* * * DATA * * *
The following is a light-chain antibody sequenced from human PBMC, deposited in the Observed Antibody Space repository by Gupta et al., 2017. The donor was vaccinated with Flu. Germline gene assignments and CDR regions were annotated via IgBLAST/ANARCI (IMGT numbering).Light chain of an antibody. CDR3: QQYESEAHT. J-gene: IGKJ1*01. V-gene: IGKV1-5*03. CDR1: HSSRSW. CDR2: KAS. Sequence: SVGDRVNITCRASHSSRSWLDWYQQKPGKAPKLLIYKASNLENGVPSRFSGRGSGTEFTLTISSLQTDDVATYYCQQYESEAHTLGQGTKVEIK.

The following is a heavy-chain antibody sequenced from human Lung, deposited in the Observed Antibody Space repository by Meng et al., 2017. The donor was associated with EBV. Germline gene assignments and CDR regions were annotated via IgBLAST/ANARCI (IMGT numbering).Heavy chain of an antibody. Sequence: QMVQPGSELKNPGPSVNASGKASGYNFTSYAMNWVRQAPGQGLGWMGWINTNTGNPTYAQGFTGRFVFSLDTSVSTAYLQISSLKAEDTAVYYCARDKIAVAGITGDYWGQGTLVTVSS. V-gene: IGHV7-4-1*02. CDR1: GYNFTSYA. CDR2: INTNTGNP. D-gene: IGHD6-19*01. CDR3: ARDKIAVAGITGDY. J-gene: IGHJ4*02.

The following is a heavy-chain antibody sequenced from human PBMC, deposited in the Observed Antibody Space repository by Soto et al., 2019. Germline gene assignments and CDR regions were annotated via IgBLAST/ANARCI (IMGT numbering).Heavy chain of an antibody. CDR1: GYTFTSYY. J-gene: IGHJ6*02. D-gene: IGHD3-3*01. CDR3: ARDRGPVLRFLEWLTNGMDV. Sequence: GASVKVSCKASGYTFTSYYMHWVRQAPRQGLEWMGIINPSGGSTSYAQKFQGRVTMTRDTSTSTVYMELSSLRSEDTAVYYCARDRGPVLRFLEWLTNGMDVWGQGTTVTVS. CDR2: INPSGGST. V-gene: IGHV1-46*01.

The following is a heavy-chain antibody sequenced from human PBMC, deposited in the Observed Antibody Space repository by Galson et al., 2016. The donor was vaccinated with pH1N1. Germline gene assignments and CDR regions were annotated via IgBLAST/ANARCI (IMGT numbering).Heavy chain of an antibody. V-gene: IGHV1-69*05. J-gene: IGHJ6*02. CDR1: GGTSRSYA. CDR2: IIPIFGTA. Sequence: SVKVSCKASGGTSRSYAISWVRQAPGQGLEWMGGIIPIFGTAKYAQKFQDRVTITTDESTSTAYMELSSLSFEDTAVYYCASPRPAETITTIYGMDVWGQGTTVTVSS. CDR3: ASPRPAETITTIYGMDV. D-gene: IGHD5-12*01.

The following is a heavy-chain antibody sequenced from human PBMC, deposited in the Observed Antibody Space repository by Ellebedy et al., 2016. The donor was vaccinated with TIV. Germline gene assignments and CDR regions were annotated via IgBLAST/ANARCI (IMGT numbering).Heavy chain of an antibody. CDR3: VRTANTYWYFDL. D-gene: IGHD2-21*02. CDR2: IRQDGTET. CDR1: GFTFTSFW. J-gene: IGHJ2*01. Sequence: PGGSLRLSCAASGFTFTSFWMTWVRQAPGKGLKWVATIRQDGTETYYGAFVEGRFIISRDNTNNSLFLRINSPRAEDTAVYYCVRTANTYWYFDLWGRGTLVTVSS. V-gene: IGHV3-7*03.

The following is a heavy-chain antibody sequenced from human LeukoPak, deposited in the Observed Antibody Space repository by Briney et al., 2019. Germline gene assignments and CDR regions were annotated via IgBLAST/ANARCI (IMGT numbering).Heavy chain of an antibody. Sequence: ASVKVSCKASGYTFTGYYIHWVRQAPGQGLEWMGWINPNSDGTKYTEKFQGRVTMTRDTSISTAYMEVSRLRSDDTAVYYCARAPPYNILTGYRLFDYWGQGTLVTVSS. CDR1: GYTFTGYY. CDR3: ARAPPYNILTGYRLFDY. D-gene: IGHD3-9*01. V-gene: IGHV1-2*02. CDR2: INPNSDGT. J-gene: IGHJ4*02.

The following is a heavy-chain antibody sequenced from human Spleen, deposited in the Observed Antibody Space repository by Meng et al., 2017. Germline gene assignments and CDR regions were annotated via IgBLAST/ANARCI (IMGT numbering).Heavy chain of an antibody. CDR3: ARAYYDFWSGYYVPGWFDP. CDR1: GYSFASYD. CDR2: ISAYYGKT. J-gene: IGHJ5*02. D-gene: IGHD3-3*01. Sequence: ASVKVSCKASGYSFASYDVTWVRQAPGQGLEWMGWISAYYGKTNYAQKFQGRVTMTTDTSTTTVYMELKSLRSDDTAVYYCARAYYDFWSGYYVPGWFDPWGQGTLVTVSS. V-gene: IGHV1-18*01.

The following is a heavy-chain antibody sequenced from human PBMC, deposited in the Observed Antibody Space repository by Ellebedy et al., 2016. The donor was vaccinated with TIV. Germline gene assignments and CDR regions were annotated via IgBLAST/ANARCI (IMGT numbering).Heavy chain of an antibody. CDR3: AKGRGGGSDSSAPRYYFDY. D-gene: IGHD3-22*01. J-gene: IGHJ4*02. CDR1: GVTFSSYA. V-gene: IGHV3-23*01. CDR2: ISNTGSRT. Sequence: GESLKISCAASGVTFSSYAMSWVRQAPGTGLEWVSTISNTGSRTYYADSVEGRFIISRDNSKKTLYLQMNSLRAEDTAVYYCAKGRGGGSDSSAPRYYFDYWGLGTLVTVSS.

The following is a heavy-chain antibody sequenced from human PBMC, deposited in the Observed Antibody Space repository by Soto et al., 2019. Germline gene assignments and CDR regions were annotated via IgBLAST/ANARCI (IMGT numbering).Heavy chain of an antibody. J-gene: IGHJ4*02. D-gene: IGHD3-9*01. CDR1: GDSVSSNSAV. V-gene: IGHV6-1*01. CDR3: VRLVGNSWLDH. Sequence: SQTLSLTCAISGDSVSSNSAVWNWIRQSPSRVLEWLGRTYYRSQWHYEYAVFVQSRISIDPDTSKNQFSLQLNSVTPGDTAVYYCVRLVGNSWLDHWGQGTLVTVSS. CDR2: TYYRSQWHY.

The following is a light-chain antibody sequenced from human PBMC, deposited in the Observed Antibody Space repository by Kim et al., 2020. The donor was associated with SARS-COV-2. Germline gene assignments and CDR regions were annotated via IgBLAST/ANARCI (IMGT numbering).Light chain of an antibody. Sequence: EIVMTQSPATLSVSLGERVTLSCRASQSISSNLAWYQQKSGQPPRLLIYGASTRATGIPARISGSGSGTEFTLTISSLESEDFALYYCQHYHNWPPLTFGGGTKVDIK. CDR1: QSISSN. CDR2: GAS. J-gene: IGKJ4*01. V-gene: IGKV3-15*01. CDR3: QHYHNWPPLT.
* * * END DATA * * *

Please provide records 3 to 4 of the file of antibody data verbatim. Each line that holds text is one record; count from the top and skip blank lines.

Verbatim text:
The following is a heavy-chain antibody sequenced from human PBMC, deposited in the Observed Antibody Space repository by Soto et al., 2019. Germline gene assignments and CDR regions were annotated via IgBLAST/ANARCI (IMGT numbering).Heavy chain of an antibody. CDR1: GYTFTSYY. J-gene: IGHJ6*02. D-gene: IGHD3-3*01. CDR3: ARDRGPVLRFLEWLTNGMDV. Sequence: GASVKVSCKASGYTFTSYYMHWVRQAPRQGLEWMGIINPSGGSTSYAQKFQGRVTMTRDTSTSTVYMELSSLRSEDTAVYYCARDRGPVLRFLEWLTNGMDVWGQGTTVTVS. CDR2: INPSGGST. V-gene: IGHV1-46*01.

The following is a heavy-chain antibody sequenced from human PBMC, deposited in the Observed Antibody Space repository by Galson et al., 2016. The donor was vaccinated with pH1N1. Germline gene assignments and CDR regions were annotated via IgBLAST/ANARCI (IMGT numbering).Heavy chain of an antibody. V-gene: IGHV1-69*05. J-gene: IGHJ6*02. CDR1: GGTSRSYA. CDR2: IIPIFGTA. Sequence: SVKVSCKASGGTSRSYAISWVRQAPGQGLEWMGGIIPIFGTAKYAQKFQDRVTITTDESTSTAYMELSSLSFEDTAVYYCASPRPAETITTIYGMDVWGQGTTVTVSS. CDR3: ASPRPAETITTIYGMDV. D-gene: IGHD5-12*01.